This is marketing mistake #4 of 15. I don’t want you to jump ship on this one. Very few people in business today have a marketing plan. They say they do, and every book on business suggests that you have one. My experience tells me otherwise.
The truth is that most well-intentioned folks have a “wing-it” plan. They have a “we try harder” plan. They have an “I’m a nice person, so I deserve success” plan. For lack of a better term they call these Marketing Plans. I don’t think so!
The reason they don’t have a plan is because in order to construct a marketing plan they must first know and understand what “marketing” is, or means, and how it works. They don’t.
This does not make them bad people. It does make them struggling people in need for some degree of direction. Let me try to make this a bit easier to understand. (Just my opinion.)
It was General Dwight Eisenhower who first said, “The plan is worthless. Planning is everything.” (Don’t shoot the messenger.)
In my words: This reminds us to think about what it is we want to do and follow with a few ways on how you are going to make it happen. You do not have to write the second edition of War and Peace. Keep it simple. Simple works.
Take a single sheet of paper for each element of your plan. Write the single topic on the top of each sheet and provide your thoughts on bringing this topic to life.
Individual topics might include: marketing; sales; promotion; publicity; advertising; staffing; new services; visibility campaigns; tradeshows. One sheet of paper for each topic. Then let your mind go to work.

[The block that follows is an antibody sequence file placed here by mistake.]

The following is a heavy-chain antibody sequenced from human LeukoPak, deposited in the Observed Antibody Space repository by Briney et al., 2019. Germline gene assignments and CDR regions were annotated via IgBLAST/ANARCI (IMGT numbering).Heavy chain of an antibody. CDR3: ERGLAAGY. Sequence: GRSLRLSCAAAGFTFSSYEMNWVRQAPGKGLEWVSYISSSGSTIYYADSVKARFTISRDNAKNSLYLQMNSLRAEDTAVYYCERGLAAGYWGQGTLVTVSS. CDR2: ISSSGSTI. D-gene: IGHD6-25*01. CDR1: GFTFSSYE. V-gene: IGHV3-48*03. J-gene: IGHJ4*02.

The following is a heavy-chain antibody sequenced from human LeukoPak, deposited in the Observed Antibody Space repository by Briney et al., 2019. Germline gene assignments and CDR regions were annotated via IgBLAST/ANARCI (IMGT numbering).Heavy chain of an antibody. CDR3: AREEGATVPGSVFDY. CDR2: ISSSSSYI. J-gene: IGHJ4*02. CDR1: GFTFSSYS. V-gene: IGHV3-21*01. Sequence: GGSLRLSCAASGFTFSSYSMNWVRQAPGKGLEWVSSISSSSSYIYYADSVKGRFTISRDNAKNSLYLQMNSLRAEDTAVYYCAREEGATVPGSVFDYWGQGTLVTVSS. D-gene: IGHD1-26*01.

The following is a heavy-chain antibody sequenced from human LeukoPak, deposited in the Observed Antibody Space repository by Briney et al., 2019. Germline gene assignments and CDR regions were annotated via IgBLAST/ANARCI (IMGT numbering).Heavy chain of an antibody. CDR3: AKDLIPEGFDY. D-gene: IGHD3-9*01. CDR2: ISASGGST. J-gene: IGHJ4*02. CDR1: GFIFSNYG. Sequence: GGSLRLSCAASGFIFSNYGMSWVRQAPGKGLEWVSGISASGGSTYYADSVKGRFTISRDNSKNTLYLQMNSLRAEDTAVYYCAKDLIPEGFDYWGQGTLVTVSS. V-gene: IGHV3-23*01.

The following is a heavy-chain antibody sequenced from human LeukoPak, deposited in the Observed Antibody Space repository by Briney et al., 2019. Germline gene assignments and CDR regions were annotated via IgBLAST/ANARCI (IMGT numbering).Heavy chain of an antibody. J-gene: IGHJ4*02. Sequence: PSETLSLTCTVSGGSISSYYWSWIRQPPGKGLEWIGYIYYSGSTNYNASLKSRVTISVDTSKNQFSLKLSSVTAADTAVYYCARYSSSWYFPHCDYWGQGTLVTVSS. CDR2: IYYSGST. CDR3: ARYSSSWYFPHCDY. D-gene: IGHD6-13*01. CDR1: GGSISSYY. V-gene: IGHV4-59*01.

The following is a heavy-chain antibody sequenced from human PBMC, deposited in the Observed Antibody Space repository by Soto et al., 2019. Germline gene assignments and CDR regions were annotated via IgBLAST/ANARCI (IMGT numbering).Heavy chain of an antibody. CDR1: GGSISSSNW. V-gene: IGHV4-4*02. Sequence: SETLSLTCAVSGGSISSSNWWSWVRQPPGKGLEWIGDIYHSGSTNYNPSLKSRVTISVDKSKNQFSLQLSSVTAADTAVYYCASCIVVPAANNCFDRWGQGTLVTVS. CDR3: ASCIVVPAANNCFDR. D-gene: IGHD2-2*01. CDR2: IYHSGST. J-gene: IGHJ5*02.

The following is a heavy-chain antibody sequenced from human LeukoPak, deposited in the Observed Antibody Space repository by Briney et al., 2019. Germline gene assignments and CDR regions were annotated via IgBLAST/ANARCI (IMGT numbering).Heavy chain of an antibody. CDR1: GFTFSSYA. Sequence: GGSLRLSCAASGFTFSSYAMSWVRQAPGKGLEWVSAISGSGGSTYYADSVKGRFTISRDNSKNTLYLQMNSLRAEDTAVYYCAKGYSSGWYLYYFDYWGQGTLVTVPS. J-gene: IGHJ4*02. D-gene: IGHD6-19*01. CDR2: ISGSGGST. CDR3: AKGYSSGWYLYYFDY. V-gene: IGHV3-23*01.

In the next 12 months I want to increase my sales by $200,000.
My objective is to increase my client base by 20%. This equates to approximately 20 new clients.
I plan to:
- Attend six networking events in next 12 months. (Name them)
- Ask top ten clients for referrals. (Name them)
- Send out 50 emails/month to my current prospect list with meaningful content. (Not destination commercials.)
- Meet with my preferred suppliers to brainstorm collaborative efforts.
- Draft, edit and send ten “Feeler” Sales Letters a month to opportunities I spot while reading, browsing, or eaves dropping.
Easy-peasy. Now move onto the next topic and do the same before returning to the initial topic to fine-tune your plan.
Stop beating yourself or fooling yourself. You are making your marketing plan a lot harder than it needs to be.
Mike Marchev is recognized for his down-to-earth, street-savvy and honest delivery of useful sales and marketing advice, suggestions, tactics and strategies. For a complimentary copy of his Special Report titled: 11 Sales Mistakes You Must Avoid send Mike an email with the word TRO-11 in the Subject Box. email@example.com